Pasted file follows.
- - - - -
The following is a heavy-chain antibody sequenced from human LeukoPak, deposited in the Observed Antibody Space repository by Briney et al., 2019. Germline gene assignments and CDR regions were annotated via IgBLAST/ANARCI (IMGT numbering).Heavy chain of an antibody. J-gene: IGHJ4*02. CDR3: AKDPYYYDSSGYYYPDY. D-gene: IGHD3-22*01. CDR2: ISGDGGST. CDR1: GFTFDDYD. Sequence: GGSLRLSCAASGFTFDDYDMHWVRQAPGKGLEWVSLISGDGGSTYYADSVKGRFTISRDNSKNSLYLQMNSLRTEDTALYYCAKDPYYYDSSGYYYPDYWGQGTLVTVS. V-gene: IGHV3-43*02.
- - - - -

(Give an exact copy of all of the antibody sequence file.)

The following is a heavy-chain antibody sequenced from human LeukoPak, deposited in the Observed Antibody Space repository by Briney et al., 2019. Germline gene assignments and CDR regions were annotated via IgBLAST/ANARCI (IMGT numbering).Heavy chain of an antibody. J-gene: IGHJ4*02. CDR3: AKDPYYYDSSGYYYPDY. D-gene: IGHD3-22*01. CDR2: ISGDGGST. CDR1: GFTFDDYD. Sequence: GGSLRLSCAASGFTFDDYDMHWVRQAPGKGLEWVSLISGDGGSTYYADSVKGRFTISRDNSKNSLYLQMNSLRTEDTALYYCAKDPYYYDSSGYYYPDYWGQGTLVTVS. V-gene: IGHV3-43*02.